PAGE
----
Les Miles is fortunate that college football coaching does not require a license.  If it did, said license would surely have been suspended by now.  Or outright revoked.

There have been clever and tricky coaches for as long as there have been coaches in general—for as long as football has existed.  For every “show them you’re man enough and grind it out” guy, there’s another who would rather show you how smart he is—or how dumb you are, for falling for it.  We’re talking the tricksters, the gamblers, the dice-rollers extraordinaire.  College football has always been filled with this sort of person; an array of head coaches who seem to relish the “gotcha” moment more than an actual victory.  And yet, at their core, nearly every coach has at least some basic understanding of the fundamentals of the sport—a sense of when to do what, and when not to do what.

Yes, there are gamblers and risk-takers.  And then there’s that other category, a category reserved for the tiny minority who is the beyond-gambler, the beyond-risk taker.  Here we’re talking the coach who is simply flat-out, bat-$#*t crazy.

And that brings us to Les Miles.

In attempting to describe to a casual college football fan just how crazy Les Miles truly is, one of your intrepid Wishbone duo actually had to resort to drawing a graph.  We have recreated it here, in all its nutty glory:  The Scale of College Football Coaching Craziness ™.  This scale ranges from the “Ultra-Conservative” to basically “Conservative,” to “Getting Tricky,” to outright “Gamblers,” to “Les Miles.”

Ultra Conservative—Conservative—Tricky—Gamblers—Les Miles

Now, for illustrative purposes, let us place a few well-known coaches onto this spectrum:

The Ultra-Conservative

An ideal series of downs for the Ultra-Conservative features three runs, mostly up the middle, generating the requisite “clouds of dust,” and with no trick plays ever—heavens, we’d rather forfeit than resort to that!—and almost no passing.  For the Ultra-Conservative, the ideal player is the fullback, and the preferred term for his players is “hard-nosed.”  Examples of this species include old-school types such as Woody Hayes, Bo Schembechler, and Jackie Sherrill.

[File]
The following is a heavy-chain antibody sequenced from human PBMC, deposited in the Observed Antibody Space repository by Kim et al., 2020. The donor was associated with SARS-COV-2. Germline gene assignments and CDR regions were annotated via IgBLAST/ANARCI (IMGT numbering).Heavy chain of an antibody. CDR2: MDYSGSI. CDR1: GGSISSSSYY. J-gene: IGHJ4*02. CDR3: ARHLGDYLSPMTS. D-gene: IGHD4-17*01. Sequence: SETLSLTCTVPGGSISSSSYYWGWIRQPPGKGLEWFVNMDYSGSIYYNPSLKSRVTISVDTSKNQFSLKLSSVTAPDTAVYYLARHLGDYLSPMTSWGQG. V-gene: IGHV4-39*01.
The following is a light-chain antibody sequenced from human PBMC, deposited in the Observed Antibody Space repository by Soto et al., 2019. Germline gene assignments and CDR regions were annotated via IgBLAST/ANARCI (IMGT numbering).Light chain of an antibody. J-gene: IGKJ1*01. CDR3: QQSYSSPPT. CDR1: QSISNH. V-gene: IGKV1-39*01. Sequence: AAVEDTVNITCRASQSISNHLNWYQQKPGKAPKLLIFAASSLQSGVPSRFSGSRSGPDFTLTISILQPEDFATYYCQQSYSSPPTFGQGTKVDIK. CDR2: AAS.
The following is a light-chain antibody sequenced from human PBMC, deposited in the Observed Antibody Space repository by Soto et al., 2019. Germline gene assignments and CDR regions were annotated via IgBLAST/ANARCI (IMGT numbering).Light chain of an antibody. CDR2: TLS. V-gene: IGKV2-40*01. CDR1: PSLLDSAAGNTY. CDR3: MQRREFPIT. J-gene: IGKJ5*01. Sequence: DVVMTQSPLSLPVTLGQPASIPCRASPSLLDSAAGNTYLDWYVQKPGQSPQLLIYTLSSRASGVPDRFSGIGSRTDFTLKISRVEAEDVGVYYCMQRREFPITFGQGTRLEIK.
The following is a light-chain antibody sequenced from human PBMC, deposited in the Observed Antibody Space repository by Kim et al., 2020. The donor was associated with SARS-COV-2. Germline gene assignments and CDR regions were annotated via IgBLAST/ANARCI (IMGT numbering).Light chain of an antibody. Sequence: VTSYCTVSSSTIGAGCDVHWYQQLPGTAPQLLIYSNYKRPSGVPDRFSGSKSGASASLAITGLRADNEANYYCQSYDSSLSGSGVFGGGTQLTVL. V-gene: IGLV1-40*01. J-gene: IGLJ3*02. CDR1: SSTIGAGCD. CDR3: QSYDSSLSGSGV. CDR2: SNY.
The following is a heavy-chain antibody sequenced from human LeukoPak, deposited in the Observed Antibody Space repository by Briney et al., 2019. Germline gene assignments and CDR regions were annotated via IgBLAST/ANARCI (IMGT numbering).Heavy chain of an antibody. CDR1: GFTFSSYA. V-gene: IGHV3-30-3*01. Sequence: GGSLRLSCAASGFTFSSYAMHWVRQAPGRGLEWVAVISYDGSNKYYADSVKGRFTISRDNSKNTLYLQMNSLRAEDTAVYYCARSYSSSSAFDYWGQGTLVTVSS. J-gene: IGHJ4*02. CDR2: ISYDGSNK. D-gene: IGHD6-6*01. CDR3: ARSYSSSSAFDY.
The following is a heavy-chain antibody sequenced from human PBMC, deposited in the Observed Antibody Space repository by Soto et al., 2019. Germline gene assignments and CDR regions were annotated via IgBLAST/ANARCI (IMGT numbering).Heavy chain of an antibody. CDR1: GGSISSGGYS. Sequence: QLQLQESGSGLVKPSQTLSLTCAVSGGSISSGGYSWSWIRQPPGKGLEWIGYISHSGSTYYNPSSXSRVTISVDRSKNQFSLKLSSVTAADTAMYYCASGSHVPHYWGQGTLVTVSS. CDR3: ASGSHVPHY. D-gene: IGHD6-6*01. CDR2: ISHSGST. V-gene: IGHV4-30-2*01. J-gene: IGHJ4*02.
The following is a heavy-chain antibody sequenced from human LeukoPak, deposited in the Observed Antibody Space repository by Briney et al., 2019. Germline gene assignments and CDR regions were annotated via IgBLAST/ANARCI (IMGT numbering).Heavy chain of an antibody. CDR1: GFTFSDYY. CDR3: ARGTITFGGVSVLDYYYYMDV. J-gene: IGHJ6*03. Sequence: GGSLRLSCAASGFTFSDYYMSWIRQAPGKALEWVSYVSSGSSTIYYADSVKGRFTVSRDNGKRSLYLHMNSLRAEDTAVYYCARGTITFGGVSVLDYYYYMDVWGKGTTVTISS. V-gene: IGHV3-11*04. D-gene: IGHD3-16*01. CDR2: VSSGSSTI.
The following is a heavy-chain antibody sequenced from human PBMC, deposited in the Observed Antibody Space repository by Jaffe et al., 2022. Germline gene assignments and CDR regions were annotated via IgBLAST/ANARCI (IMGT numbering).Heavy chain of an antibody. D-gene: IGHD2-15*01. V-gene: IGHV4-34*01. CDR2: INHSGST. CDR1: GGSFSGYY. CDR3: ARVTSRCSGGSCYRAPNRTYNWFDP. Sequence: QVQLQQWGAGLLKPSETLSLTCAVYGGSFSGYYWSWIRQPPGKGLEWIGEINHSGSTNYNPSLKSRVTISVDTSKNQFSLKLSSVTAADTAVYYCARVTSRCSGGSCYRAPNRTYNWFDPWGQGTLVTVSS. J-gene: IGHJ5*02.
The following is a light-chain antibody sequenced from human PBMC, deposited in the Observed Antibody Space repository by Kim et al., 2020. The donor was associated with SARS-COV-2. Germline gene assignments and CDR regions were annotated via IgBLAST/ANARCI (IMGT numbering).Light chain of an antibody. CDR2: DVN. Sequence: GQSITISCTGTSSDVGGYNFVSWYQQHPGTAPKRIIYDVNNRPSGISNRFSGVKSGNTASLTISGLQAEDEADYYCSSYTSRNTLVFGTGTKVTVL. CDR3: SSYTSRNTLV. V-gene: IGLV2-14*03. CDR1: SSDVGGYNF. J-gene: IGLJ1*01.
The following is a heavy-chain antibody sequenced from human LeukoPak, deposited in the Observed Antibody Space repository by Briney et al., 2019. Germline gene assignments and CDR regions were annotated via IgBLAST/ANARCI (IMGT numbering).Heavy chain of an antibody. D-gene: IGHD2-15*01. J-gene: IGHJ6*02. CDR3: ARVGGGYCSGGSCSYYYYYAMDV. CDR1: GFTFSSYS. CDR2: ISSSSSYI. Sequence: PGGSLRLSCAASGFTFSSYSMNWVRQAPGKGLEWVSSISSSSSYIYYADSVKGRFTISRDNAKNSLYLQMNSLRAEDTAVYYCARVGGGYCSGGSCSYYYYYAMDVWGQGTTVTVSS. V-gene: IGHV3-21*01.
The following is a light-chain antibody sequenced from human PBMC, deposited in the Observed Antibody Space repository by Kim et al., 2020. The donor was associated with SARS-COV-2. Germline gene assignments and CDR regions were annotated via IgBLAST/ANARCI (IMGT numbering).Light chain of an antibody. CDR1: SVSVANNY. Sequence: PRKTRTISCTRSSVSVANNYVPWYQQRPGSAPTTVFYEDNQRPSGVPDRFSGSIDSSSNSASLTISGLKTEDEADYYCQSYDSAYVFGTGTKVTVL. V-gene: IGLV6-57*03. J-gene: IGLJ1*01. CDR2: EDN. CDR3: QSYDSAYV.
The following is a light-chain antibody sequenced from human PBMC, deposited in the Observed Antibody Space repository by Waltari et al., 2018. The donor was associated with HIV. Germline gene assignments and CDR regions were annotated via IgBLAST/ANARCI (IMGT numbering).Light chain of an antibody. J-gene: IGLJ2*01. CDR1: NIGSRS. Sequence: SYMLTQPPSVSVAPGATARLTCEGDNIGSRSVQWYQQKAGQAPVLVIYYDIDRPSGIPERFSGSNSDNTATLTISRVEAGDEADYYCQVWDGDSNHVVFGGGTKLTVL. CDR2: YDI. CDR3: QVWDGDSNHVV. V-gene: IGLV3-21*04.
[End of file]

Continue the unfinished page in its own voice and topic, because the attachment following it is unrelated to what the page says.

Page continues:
The Conservative

One of the favored quotes of this species is, “Only three things can happen when you throw the ball, and two of them are bad.”  Don’t take too many risks. Run the ball and play defense.  If it’s late in the game and you’re trailing and it’s fourth down, go ahead and punt—you know your defense will give you the ball back in time for one more shot at a score.  Examples include Pat Dye, Mack Brown, Nick Saban, and even our beloved former Coach Tubs, who found himself acquiring a “Gambler” reputation but in his heart was always a Conservative.

Getting Tricky

The Tricky Boys are willing to fully embrace a riskier offense, and trick plays are fine as part of that scheme.  Even so, there’s still a very sound, fundamental approach at work just beneath that flashy surface.  Often they resort to the trickiness in order to compensate for a perceived drop-off in talent between their players and the opposition; ironically, they then win games, get better jobs at schools with better players on hand, and consequently end up resorting to the trickiness less and less.  Coaches who like to Get Tricky include Urban Meyer and new Notre Dame boss Chip Kelly, and Bobby Bowden had his moments utilizing this philosophy over the years, as well.  Tuberville started out here, but you could just see the relief on his face once he built up the Auburn talent level to the point that he felt he could embrace his inner Conservative.

The Gambler

The Gambler is a gambler for one of two reasons: because he feels that he has to be, or because he just gets off on it.  The first variety of Gambler probably coaches at a mid-major program, or else at a low-end program in a bigger conference.  He looks around and sees the talent deficit he’s saddled with and he says, “Boys, we can make up this here difference by out-thinking and out-surprising the (likely Conservative) coach and players of that there big-time program we’re playing this week!”  Sometimes it even works.  The second variety of Gambler is just a tick or two above Les Miles Land.  He possibly suffers from some undiagnosed mental imbalance that leads him to want to not only win, but win all complicated-ly and fancy-like.  He talks about concepts such as “basketball on grass” and “surgery with a chainsaw.”  In either case, he will call any play at any time in the game.  Onside kick to start the game?  Flea-flicker?  Statue of Liberty?  Fake punt?  Go for it on fourth down on your own side of the field, early in the game?  No problem!  Let’s do it all!  Twice each!  Coaches who have exhibited some form of this behavior include Chris Peterson, Rich Rodriguez, Hal Mumme, and Mike Leach.